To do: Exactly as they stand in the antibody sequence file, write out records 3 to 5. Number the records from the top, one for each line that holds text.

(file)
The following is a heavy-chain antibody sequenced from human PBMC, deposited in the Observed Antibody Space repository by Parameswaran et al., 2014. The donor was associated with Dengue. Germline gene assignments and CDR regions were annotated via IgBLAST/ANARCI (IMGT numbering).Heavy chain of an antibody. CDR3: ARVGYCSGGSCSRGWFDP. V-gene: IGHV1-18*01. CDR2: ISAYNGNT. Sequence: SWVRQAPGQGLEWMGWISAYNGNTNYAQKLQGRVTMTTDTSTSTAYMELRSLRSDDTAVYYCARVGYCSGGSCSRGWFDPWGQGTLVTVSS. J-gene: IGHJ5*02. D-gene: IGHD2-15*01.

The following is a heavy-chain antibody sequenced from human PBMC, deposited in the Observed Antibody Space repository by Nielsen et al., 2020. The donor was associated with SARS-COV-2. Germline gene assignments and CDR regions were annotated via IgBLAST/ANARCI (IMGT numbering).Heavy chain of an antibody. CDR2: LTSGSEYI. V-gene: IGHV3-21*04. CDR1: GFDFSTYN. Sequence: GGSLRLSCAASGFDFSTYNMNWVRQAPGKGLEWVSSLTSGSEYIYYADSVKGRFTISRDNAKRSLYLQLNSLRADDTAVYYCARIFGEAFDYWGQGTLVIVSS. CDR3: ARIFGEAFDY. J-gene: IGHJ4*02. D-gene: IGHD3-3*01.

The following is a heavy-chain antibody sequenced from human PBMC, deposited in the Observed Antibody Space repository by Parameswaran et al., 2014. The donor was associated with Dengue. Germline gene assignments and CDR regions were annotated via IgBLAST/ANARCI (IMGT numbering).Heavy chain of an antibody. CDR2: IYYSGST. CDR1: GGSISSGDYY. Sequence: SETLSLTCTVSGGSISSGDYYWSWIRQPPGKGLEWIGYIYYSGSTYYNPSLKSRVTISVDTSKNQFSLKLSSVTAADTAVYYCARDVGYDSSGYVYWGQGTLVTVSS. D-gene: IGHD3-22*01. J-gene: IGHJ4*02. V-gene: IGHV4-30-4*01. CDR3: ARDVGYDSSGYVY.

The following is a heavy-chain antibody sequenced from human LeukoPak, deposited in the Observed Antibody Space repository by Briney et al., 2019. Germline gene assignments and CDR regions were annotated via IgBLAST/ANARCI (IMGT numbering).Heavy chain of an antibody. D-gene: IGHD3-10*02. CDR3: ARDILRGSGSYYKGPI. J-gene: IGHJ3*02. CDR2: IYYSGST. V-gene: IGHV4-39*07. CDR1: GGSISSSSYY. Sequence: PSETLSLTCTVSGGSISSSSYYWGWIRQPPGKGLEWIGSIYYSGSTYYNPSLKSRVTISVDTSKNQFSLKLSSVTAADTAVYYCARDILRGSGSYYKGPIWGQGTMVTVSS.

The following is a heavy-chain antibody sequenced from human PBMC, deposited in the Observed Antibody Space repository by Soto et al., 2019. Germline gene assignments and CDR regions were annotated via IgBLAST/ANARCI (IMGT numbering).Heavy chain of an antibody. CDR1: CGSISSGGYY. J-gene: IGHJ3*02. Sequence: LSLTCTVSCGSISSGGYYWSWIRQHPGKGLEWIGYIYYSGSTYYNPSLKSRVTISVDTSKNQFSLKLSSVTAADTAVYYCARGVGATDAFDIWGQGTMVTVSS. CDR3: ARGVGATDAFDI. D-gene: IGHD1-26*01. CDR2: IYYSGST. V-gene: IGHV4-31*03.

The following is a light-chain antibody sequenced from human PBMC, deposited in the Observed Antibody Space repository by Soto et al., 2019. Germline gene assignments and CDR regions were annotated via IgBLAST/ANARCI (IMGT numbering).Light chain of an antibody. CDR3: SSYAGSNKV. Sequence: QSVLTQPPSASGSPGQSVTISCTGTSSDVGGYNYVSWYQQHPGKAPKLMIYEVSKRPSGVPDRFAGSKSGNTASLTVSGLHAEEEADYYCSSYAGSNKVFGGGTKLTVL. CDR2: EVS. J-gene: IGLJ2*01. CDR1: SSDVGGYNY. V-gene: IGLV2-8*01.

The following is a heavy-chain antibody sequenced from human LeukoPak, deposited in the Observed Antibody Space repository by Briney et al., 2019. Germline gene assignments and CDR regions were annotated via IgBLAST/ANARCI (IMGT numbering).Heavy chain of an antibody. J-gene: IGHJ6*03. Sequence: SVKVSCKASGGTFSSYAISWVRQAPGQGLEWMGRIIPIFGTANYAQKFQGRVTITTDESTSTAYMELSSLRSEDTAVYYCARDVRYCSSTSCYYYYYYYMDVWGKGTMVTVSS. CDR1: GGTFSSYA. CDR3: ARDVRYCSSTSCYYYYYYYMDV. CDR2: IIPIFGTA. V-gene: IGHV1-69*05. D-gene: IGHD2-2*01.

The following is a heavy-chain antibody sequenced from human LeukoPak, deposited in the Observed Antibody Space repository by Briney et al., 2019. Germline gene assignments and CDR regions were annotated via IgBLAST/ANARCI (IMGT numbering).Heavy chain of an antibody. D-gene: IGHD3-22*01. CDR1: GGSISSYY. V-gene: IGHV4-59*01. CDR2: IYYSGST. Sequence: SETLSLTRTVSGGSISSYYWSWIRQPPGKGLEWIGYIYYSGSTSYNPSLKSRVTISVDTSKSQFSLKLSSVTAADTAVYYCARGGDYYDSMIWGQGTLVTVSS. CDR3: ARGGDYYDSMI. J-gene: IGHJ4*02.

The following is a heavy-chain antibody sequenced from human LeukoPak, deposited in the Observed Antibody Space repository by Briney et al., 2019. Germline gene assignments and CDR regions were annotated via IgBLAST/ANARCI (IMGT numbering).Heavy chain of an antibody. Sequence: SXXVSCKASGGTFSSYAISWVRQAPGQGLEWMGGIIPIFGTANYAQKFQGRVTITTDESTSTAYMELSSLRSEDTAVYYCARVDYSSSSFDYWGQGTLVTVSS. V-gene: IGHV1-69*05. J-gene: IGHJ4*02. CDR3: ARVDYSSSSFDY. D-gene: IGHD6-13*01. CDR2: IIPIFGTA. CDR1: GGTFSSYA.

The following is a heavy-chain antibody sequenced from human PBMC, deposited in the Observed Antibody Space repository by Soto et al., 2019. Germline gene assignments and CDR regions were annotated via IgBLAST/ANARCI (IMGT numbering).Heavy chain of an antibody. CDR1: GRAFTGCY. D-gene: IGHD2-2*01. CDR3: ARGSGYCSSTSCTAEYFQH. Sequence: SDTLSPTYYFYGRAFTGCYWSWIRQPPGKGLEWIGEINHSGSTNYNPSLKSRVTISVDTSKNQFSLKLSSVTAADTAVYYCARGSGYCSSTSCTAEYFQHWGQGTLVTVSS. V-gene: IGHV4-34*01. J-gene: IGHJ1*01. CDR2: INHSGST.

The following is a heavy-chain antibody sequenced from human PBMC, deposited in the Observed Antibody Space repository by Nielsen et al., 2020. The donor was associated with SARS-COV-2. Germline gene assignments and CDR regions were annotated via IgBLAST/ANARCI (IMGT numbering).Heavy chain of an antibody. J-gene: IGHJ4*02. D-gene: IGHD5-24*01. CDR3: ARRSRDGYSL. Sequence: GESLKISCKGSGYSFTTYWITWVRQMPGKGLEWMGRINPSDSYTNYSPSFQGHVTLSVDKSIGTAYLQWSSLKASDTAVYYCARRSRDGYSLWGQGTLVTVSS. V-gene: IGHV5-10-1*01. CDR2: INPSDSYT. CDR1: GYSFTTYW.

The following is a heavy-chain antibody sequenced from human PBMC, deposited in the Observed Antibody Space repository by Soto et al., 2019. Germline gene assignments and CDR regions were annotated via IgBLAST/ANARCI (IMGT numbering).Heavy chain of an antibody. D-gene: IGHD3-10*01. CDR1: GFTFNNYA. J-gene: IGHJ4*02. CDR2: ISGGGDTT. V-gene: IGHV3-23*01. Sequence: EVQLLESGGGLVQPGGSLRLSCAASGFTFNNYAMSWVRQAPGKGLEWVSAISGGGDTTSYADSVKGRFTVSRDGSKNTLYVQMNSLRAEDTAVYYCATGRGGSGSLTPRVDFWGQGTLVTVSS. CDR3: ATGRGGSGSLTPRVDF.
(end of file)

The following is a heavy-chain antibody sequenced from human PBMC, deposited in the Observed Antibody Space repository by Parameswaran et al., 2014. The donor was associated with Dengue. Germline gene assignments and CDR regions were annotated via IgBLAST/ANARCI (IMGT numbering).Heavy chain of an antibody. CDR2: IYYSGST. CDR1: GGSISSGDYY. Sequence: SETLSLTCTVSGGSISSGDYYWSWIRQPPGKGLEWIGYIYYSGSTYYNPSLKSRVTISVDTSKNQFSLKLSSVTAADTAVYYCARDVGYDSSGYVYWGQGTLVTVSS. D-gene: IGHD3-22*01. J-gene: IGHJ4*02. V-gene: IGHV4-30-4*01. CDR3: ARDVGYDSSGYVY.

The following is a heavy-chain antibody sequenced from human LeukoPak, deposited in the Observed Antibody Space repository by Briney et al., 2019. Germline gene assignments and CDR regions were annotated via IgBLAST/ANARCI (IMGT numbering).Heavy chain of an antibody. D-gene: IGHD3-10*02. CDR3: ARDILRGSGSYYKGPI. J-gene: IGHJ3*02. CDR2: IYYSGST. V-gene: IGHV4-39*07. CDR1: GGSISSSSYY. Sequence: PSETLSLTCTVSGGSISSSSYYWGWIRQPPGKGLEWIGSIYYSGSTYYNPSLKSRVTISVDTSKNQFSLKLSSVTAADTAVYYCARDILRGSGSYYKGPIWGQGTMVTVSS.

The following is a heavy-chain antibody sequenced from human PBMC, deposited in the Observed Antibody Space repository by Soto et al., 2019. Germline gene assignments and CDR regions were annotated via IgBLAST/ANARCI (IMGT numbering).Heavy chain of an antibody. CDR1: CGSISSGGYY. J-gene: IGHJ3*02. Sequence: LSLTCTVSCGSISSGGYYWSWIRQHPGKGLEWIGYIYYSGSTYYNPSLKSRVTISVDTSKNQFSLKLSSVTAADTAVYYCARGVGATDAFDIWGQGTMVTVSS. CDR3: ARGVGATDAFDI. D-gene: IGHD1-26*01. CDR2: IYYSGST. V-gene: IGHV4-31*03.